With its 2008 enactment of Colorado Revised Statute § 10-3-1115 and § 10-3-1116, Colorado has created one of the country’s strongest statutory bad faith causes of action. What makes Colorado’s bad faith statute even more exceptional is that it allows a repair vendor, such as a roofer or restoration contractor, to assert a claim for unreasonable delay or denial on behalf of an insured.
Colorado Revised Statute § 10-3-1115 provides that an insurance carrier shall not unreasonably delay or deny payment of a claim for benefits owed to or behalf of any first-party claimant. The statute defines a “first-party claimant” as an:
[I]ndividual, corporation, association, partnership, or other legal entity asserting an entitlement to benefits owed directly to or on behalf of an insured under an insurance policy.
In the 2012 case of Kyle W. Larson Enterprises, Inc. v. Allstate, the Colorado Court of Appeals further clarified that a “first-party claimant” unambiguously includes a repair vendor, such as a roofer or contractor, that brings a claim against an insurer on behalf of its insured.1 The appeals court explained that it is in keeping with the legislative objective (preventing unfair and deceptive practices by insurance companies) to allow a repair vendor acting on behalf of the insured homeowner, to assert a claim for relief under Colorado Revised Statute § 10-3-1115 and Colorado Revised Statute § 10-3-1116.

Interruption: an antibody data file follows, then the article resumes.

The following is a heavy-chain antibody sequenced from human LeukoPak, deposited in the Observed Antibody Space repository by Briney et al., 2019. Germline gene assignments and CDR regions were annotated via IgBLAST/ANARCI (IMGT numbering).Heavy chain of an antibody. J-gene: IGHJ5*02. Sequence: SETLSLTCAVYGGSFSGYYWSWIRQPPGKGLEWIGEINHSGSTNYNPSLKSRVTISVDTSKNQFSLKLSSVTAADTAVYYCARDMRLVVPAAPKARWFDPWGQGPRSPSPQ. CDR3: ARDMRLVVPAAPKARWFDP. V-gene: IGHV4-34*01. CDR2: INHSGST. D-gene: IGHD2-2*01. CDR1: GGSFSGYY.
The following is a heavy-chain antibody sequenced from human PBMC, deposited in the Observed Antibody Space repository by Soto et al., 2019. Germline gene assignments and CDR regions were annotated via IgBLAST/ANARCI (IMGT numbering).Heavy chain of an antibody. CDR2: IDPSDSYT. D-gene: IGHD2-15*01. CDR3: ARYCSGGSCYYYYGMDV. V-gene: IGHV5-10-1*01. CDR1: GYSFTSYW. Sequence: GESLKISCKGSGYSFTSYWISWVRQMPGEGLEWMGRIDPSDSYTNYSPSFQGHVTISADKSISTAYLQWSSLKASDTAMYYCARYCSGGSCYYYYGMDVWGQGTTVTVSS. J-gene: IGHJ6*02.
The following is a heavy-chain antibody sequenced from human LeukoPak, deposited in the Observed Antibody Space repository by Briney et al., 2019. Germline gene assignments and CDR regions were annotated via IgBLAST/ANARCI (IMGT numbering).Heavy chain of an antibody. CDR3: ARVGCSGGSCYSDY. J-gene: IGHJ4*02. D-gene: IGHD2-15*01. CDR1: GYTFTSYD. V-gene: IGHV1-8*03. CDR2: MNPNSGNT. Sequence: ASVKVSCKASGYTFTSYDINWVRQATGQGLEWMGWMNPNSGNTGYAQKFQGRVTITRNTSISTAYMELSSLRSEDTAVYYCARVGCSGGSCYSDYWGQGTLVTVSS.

More recently, Magistrate Judge Watanabe of the United States District Court of Colorado and Judge Russel of First Judicial District of Colorado cited Larson in denying insurance carriers motions to dismiss statutory bad faith claims of contractors pursuing benefits owed on behalf of an insured under an insurance policy.2
By defining a “first-party claimant” as a person or entity that asserts a claim on “behalf of” an insured, the Colorado legislature deliberately chose to expand the class of plaintiffs that may pursue a statutory bad faith claim. Colorado state and federal decisions have made it clear that the term “first-party claimant” unambiguously permits parties other than the insured, such as roofers and restoration contractors, to bring statutory bad faith claims on behalf of an insured. Repair vendors who have suffered through the consequences of an insurance company’s delay or denial now have the ability to assert a claim for statutory bad faith on behalf of the policyholder.
1 Kyle W. Larson Enterprises, Inc. v. Allstate Ins. Co., 305 P.3d 409, 411 (Colo. App. 2012).
2 Sable Cove Condominium Ass’n. and Edge Construction, LLC v. Owners Ins. Co., No. 14-cv-00912, 2014 WL 4398668 (D. Colo. Sept. 5, 2014); Ecoblast, LLC v. Country Mut. Ins. Co., 2016 WL 8938412 (Colo.Dist.Ct. Oct. 18, 2016).